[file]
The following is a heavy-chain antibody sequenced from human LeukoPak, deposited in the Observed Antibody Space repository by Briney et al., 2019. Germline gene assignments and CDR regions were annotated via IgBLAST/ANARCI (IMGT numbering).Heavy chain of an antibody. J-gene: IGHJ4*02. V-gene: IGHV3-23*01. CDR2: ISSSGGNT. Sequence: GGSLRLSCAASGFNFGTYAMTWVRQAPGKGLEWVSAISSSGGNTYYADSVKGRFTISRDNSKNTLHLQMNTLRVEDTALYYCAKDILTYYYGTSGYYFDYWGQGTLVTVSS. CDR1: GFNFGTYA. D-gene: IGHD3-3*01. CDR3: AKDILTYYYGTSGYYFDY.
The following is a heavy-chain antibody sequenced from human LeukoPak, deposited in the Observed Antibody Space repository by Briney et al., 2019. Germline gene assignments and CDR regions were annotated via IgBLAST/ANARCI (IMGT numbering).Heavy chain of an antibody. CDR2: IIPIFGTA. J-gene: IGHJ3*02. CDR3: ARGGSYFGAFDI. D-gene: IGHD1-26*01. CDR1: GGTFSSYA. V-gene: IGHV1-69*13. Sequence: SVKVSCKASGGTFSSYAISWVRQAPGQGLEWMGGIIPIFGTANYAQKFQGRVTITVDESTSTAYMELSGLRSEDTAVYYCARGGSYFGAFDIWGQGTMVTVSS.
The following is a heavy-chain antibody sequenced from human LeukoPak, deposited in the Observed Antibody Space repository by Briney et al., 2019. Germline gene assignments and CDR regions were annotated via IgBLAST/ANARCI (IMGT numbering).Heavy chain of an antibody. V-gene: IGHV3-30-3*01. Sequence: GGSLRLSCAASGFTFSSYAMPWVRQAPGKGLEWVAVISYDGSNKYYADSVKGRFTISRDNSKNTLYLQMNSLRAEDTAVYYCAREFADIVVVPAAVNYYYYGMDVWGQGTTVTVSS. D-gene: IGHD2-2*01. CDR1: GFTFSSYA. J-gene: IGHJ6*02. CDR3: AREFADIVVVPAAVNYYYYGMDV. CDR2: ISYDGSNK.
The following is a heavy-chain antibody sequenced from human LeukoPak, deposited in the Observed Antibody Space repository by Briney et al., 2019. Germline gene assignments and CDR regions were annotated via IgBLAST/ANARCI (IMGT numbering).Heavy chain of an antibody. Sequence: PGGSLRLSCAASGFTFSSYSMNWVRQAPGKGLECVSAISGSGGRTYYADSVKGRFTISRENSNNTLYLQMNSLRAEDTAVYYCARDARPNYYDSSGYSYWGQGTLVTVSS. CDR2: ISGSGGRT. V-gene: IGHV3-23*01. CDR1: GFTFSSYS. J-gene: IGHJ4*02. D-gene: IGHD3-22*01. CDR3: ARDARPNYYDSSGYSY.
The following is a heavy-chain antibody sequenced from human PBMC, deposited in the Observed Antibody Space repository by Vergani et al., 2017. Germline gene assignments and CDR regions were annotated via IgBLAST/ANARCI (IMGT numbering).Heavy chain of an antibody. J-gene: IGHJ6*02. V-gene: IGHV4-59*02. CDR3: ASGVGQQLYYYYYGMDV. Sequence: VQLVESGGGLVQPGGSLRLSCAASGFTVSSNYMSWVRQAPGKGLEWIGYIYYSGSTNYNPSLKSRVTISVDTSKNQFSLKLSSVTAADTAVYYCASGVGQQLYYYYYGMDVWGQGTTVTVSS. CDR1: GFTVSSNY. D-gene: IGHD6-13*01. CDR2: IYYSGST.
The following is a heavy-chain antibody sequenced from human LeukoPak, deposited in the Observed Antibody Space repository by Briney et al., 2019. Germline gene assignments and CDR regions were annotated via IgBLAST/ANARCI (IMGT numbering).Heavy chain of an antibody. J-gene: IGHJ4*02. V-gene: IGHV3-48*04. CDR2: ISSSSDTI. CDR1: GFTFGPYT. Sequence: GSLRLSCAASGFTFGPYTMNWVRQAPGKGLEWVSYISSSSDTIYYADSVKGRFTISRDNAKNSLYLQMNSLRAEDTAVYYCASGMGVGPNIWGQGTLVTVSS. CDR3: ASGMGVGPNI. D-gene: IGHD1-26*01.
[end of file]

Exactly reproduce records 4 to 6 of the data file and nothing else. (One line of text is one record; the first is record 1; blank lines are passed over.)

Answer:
The following is a heavy-chain antibody sequenced from human LeukoPak, deposited in the Observed Antibody Space repository by Briney et al., 2019. Germline gene assignments and CDR regions were annotated via IgBLAST/ANARCI (IMGT numbering).Heavy chain of an antibody. Sequence: PGGSLRLSCAASGFTFSSYSMNWVRQAPGKGLECVSAISGSGGRTYYADSVKGRFTISRENSNNTLYLQMNSLRAEDTAVYYCARDARPNYYDSSGYSYWGQGTLVTVSS. CDR2: ISGSGGRT. V-gene: IGHV3-23*01. CDR1: GFTFSSYS. J-gene: IGHJ4*02. D-gene: IGHD3-22*01. CDR3: ARDARPNYYDSSGYSY.
The following is a heavy-chain antibody sequenced from human PBMC, deposited in the Observed Antibody Space repository by Vergani et al., 2017. Germline gene assignments and CDR regions were annotated via IgBLAST/ANARCI (IMGT numbering).Heavy chain of an antibody. J-gene: IGHJ6*02. V-gene: IGHV4-59*02. CDR3: ASGVGQQLYYYYYGMDV. Sequence: VQLVESGGGLVQPGGSLRLSCAASGFTVSSNYMSWVRQAPGKGLEWIGYIYYSGSTNYNPSLKSRVTISVDTSKNQFSLKLSSVTAADTAVYYCASGVGQQLYYYYYGMDVWGQGTTVTVSS. CDR1: GFTVSSNY. D-gene: IGHD6-13*01. CDR2: IYYSGST.
The following is a heavy-chain antibody sequenced from human LeukoPak, deposited in the Observed Antibody Space repository by Briney et al., 2019. Germline gene assignments and CDR regions were annotated via IgBLAST/ANARCI (IMGT numbering).Heavy chain of an antibody. J-gene: IGHJ4*02. V-gene: IGHV3-48*04. CDR2: ISSSSDTI. CDR1: GFTFGPYT. Sequence: GSLRLSCAASGFTFGPYTMNWVRQAPGKGLEWVSYISSSSDTIYYADSVKGRFTISRDNAKNSLYLQMNSLRAEDTAVYYCASGMGVGPNIWGQGTLVTVSS. CDR3: ASGMGVGPNI. D-gene: IGHD1-26*01.